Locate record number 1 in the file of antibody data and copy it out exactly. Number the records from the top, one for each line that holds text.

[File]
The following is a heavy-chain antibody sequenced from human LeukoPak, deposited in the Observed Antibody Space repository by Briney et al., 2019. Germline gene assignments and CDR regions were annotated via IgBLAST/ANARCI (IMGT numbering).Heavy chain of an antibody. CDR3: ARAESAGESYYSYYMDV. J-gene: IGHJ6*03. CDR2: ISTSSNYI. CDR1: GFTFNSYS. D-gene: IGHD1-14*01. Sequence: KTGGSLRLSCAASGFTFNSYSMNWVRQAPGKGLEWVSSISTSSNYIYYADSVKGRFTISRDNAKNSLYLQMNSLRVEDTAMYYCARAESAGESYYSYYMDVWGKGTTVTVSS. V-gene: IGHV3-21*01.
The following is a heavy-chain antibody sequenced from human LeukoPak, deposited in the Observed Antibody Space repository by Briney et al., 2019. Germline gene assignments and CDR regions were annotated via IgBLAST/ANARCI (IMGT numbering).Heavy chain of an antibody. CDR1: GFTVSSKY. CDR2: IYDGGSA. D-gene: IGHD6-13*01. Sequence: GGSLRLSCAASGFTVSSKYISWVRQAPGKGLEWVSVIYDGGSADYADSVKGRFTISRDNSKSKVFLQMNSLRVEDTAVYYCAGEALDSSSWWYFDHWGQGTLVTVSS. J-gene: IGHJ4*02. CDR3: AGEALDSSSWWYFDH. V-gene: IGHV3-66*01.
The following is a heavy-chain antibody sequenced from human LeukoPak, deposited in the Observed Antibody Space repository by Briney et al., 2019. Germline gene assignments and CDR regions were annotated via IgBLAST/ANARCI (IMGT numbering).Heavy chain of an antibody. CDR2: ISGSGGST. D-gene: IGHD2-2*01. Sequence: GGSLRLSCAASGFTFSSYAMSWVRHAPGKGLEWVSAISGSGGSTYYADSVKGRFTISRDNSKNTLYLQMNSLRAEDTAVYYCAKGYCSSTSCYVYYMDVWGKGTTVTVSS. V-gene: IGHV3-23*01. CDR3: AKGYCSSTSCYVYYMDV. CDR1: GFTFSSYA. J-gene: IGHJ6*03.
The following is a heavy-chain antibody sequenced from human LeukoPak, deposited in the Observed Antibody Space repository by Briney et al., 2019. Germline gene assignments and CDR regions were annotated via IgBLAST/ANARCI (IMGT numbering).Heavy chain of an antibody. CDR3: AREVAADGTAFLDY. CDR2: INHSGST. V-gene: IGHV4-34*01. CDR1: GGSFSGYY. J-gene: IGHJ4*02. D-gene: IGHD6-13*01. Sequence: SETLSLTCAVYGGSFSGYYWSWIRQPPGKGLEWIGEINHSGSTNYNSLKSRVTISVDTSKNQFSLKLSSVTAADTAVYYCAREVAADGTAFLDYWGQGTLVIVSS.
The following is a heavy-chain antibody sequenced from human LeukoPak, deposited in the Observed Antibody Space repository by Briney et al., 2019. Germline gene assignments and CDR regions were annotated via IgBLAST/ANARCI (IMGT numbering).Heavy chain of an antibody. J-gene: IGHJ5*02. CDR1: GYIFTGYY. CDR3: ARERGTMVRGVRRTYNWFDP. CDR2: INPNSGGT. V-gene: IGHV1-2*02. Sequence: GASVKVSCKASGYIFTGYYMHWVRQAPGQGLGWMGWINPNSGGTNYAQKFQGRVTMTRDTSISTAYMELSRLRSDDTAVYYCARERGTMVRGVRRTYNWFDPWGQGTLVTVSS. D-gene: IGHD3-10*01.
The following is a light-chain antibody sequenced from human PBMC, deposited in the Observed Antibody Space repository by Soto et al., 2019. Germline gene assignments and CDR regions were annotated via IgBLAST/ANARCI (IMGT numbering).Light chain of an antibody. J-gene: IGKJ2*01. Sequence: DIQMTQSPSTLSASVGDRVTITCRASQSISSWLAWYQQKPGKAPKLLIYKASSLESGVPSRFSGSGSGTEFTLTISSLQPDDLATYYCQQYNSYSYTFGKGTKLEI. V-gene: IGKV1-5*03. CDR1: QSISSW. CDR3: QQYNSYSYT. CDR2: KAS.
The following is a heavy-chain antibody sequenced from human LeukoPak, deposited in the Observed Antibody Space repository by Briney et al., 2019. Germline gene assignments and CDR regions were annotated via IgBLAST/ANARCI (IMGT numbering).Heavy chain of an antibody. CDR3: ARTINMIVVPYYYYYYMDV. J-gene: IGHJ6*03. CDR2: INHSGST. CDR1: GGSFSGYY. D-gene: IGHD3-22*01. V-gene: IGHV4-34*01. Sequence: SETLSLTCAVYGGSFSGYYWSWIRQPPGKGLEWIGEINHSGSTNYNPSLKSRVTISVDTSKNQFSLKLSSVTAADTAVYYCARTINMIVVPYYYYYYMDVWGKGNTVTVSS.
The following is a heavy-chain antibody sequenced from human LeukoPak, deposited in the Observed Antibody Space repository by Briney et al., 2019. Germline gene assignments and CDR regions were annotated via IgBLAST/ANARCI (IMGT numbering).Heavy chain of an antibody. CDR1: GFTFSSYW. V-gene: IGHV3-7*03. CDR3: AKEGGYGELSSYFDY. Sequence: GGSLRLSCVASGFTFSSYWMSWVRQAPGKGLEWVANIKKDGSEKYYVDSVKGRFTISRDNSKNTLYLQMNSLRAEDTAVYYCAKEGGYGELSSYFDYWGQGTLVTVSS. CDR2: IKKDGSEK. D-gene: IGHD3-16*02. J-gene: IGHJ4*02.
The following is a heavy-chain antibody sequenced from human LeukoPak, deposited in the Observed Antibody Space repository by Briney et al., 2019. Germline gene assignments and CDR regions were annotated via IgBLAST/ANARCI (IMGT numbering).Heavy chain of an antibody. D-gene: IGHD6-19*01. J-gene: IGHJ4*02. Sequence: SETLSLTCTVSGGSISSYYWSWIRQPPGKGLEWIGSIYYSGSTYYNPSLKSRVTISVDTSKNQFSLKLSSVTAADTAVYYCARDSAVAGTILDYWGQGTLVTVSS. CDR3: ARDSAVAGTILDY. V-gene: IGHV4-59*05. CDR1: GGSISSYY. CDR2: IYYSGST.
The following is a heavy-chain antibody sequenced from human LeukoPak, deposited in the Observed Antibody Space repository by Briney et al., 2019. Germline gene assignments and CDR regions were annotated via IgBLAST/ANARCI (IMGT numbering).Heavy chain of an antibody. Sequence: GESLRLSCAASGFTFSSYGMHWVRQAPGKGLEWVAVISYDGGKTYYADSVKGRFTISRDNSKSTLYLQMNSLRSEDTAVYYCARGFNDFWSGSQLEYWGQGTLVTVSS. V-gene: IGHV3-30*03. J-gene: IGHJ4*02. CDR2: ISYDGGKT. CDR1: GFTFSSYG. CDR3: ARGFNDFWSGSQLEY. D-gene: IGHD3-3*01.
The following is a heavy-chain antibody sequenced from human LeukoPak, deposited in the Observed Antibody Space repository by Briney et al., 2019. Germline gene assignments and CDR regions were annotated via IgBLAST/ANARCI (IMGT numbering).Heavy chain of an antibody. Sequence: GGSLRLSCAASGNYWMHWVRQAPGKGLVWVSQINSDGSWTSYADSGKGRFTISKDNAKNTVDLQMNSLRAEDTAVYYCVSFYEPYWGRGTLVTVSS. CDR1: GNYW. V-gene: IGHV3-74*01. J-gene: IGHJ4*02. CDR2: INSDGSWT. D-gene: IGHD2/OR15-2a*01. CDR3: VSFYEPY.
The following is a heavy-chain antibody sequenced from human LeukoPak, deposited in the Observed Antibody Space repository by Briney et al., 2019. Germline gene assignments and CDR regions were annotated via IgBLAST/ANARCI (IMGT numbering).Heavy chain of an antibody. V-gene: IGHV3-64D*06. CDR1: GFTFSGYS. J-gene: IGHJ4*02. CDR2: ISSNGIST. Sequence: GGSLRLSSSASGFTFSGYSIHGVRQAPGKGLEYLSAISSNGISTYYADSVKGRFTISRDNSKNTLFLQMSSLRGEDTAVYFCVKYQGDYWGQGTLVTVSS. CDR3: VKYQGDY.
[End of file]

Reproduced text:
The following is a heavy-chain antibody sequenced from human LeukoPak, deposited in the Observed Antibody Space repository by Briney et al., 2019. Germline gene assignments and CDR regions were annotated via IgBLAST/ANARCI (IMGT numbering).Heavy chain of an antibody. CDR3: ARAESAGESYYSYYMDV. J-gene: IGHJ6*03. CDR2: ISTSSNYI. CDR1: GFTFNSYS. D-gene: IGHD1-14*01. Sequence: KTGGSLRLSCAASGFTFNSYSMNWVRQAPGKGLEWVSSISTSSNYIYYADSVKGRFTISRDNAKNSLYLQMNSLRVEDTAMYYCARAESAGESYYSYYMDVWGKGTTVTVSS. V-gene: IGHV3-21*01.